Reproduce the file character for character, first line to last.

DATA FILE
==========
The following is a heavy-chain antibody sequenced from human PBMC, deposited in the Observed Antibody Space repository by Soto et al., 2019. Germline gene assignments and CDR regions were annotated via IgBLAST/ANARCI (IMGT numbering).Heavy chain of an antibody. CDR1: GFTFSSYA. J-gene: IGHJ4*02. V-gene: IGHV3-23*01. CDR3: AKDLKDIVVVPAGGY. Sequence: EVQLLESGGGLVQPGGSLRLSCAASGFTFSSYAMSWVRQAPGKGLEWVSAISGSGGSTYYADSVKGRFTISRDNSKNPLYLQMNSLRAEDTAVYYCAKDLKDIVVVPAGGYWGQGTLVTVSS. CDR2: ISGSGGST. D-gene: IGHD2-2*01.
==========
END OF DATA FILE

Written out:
The following is a heavy-chain antibody sequenced from human PBMC, deposited in the Observed Antibody Space repository by Soto et al., 2019. Germline gene assignments and CDR regions were annotated via IgBLAST/ANARCI (IMGT numbering).Heavy chain of an antibody. CDR1: GFTFSSYA. J-gene: IGHJ4*02. V-gene: IGHV3-23*01. CDR3: AKDLKDIVVVPAGGY. Sequence: EVQLLESGGGLVQPGGSLRLSCAASGFTFSSYAMSWVRQAPGKGLEWVSAISGSGGSTYYADSVKGRFTISRDNSKNPLYLQMNSLRAEDTAVYYCAKDLKDIVVVPAGGYWGQGTLVTVSS. CDR2: ISGSGGST. D-gene: IGHD2-2*01.